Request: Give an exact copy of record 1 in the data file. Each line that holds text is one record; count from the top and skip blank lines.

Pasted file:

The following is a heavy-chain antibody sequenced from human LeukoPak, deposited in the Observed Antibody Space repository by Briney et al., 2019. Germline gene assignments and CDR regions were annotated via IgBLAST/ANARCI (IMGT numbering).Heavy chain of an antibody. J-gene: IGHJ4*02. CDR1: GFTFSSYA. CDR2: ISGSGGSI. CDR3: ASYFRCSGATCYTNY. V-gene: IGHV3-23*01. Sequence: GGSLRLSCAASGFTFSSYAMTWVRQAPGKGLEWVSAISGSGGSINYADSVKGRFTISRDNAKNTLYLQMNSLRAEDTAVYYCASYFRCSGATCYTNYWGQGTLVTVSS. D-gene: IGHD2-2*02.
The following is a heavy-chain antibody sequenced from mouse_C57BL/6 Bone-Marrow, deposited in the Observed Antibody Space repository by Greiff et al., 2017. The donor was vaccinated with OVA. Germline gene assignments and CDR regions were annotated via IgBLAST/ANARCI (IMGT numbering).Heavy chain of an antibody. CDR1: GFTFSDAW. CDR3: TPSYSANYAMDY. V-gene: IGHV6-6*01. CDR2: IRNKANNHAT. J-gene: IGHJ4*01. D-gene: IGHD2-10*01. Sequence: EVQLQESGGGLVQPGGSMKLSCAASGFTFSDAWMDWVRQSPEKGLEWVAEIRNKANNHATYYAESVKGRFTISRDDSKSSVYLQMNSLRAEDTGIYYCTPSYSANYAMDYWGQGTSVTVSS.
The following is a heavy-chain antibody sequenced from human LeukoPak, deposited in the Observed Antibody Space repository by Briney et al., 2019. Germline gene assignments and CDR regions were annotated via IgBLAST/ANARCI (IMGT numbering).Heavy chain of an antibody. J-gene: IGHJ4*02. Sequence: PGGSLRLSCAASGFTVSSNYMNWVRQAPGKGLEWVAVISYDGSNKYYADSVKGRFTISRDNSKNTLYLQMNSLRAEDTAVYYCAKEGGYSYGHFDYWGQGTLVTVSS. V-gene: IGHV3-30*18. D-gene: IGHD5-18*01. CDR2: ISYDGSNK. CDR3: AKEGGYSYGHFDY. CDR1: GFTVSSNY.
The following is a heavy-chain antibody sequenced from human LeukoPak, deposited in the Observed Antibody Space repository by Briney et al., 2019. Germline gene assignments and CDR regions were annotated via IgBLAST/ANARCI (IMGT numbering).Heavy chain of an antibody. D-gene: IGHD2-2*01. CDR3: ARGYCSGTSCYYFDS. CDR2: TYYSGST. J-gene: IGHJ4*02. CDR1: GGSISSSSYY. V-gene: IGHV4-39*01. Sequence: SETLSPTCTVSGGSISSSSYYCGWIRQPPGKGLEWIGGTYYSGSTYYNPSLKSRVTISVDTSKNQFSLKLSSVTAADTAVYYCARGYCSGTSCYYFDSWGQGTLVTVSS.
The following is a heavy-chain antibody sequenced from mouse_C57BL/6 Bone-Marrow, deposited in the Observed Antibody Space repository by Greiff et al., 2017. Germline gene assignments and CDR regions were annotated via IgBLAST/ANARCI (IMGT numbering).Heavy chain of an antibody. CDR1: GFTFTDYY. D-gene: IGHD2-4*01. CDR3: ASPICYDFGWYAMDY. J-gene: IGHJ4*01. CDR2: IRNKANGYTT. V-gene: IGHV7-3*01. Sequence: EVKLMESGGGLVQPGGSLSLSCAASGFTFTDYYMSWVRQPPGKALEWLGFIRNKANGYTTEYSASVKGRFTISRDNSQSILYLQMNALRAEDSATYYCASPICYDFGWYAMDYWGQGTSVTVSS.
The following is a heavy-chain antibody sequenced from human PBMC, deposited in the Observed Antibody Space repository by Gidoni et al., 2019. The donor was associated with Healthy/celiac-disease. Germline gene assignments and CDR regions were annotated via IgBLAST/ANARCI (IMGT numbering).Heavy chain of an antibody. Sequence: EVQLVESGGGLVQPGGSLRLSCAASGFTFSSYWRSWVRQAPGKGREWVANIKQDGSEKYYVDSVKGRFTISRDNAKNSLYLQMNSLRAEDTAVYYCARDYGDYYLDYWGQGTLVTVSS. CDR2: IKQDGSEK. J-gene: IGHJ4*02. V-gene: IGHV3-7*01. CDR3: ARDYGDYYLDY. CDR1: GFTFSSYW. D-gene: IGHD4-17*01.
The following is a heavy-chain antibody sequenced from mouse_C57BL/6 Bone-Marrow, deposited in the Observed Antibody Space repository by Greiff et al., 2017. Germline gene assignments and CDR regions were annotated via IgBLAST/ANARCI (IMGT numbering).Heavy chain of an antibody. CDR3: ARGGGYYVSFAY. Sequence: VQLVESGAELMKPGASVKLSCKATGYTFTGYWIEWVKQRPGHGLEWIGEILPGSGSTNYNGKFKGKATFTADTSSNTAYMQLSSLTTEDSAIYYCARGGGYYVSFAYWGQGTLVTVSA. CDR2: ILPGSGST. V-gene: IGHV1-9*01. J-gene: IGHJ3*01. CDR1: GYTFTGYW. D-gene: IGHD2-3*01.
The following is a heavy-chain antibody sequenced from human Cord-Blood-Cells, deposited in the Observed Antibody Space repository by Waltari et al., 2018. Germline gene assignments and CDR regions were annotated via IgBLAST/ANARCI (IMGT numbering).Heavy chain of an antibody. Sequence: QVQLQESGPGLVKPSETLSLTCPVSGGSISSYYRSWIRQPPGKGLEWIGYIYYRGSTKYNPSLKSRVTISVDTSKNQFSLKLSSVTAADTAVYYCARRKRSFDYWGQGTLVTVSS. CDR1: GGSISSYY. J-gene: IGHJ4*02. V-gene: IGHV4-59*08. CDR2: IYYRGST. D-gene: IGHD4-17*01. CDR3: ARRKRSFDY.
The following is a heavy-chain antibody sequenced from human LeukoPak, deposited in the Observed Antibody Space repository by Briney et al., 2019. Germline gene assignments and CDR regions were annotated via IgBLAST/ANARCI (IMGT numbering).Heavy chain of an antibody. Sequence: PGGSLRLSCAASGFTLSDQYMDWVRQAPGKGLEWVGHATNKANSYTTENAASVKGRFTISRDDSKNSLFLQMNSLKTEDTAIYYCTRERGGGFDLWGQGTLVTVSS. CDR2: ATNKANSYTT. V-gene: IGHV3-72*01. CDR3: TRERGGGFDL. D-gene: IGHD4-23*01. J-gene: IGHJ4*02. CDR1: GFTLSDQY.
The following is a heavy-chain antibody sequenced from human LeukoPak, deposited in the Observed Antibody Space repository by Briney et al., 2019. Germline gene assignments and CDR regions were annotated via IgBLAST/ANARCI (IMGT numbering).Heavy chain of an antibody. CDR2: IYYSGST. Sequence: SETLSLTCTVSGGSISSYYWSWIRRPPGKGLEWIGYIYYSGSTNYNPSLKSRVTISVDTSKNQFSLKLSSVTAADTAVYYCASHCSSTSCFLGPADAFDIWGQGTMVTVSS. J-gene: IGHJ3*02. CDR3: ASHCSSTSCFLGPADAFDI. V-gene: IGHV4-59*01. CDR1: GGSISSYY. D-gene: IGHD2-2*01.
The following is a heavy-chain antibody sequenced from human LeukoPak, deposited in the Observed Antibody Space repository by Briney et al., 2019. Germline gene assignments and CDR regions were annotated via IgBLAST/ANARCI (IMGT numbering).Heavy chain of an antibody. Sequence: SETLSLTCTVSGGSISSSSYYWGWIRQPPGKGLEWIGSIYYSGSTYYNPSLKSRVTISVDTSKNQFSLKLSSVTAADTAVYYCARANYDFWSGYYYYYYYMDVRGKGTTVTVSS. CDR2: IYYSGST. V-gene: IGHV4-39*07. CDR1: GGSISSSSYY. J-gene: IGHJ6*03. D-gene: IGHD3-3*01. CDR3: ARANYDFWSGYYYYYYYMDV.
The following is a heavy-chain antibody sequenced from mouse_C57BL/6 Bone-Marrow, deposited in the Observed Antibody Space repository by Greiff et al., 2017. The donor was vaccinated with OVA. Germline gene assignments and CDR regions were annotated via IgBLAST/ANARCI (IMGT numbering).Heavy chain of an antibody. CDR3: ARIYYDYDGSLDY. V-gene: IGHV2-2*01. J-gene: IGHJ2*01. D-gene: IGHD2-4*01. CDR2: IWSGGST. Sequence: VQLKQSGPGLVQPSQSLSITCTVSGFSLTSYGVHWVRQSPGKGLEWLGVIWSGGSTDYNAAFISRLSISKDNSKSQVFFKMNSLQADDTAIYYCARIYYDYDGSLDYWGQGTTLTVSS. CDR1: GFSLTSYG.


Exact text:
The following is a heavy-chain antibody sequenced from human LeukoPak, deposited in the Observed Antibody Space repository by Briney et al., 2019. Germline gene assignments and CDR regions were annotated via IgBLAST/ANARCI (IMGT numbering).Heavy chain of an antibody. J-gene: IGHJ4*02. CDR1: GFTFSSYA. CDR2: ISGSGGSI. CDR3: ASYFRCSGATCYTNY. V-gene: IGHV3-23*01. Sequence: GGSLRLSCAASGFTFSSYAMTWVRQAPGKGLEWVSAISGSGGSINYADSVKGRFTISRDNAKNTLYLQMNSLRAEDTAVYYCASYFRCSGATCYTNYWGQGTLVTVSS. D-gene: IGHD2-2*02.